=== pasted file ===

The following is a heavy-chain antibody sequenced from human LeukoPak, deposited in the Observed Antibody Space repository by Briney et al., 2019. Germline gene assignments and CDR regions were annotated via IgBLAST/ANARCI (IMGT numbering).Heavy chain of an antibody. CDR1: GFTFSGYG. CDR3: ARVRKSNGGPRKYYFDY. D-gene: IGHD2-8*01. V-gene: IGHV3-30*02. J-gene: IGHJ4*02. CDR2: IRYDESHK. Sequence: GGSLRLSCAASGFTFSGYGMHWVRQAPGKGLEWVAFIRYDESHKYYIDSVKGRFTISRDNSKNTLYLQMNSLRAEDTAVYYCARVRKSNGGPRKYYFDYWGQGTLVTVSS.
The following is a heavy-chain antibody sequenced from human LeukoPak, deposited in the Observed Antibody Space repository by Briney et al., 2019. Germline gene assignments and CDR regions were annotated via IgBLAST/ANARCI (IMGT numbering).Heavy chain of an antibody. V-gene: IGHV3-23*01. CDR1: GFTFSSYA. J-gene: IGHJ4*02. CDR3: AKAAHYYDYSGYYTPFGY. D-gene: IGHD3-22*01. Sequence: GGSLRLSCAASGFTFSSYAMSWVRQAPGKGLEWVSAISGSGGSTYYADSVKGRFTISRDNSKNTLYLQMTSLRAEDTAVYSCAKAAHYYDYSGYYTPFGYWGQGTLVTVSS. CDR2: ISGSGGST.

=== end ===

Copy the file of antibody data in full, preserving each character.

The following is a heavy-chain antibody sequenced from human LeukoPak, deposited in the Observed Antibody Space repository by Briney et al., 2019. Germline gene assignments and CDR regions were annotated via IgBLAST/ANARCI (IMGT numbering).Heavy chain of an antibody. CDR1: GFTFSGYG. CDR3: ARVRKSNGGPRKYYFDY. D-gene: IGHD2-8*01. V-gene: IGHV3-30*02. J-gene: IGHJ4*02. CDR2: IRYDESHK. Sequence: GGSLRLSCAASGFTFSGYGMHWVRQAPGKGLEWVAFIRYDESHKYYIDSVKGRFTISRDNSKNTLYLQMNSLRAEDTAVYYCARVRKSNGGPRKYYFDYWGQGTLVTVSS.
The following is a heavy-chain antibody sequenced from human LeukoPak, deposited in the Observed Antibody Space repository by Briney et al., 2019. Germline gene assignments and CDR regions were annotated via IgBLAST/ANARCI (IMGT numbering).Heavy chain of an antibody. V-gene: IGHV3-23*01. CDR1: GFTFSSYA. J-gene: IGHJ4*02. CDR3: AKAAHYYDYSGYYTPFGY. D-gene: IGHD3-22*01. Sequence: GGSLRLSCAASGFTFSSYAMSWVRQAPGKGLEWVSAISGSGGSTYYADSVKGRFTISRDNSKNTLYLQMTSLRAEDTAVYSCAKAAHYYDYSGYYTPFGYWGQGTLVTVSS. CDR2: ISGSGGST.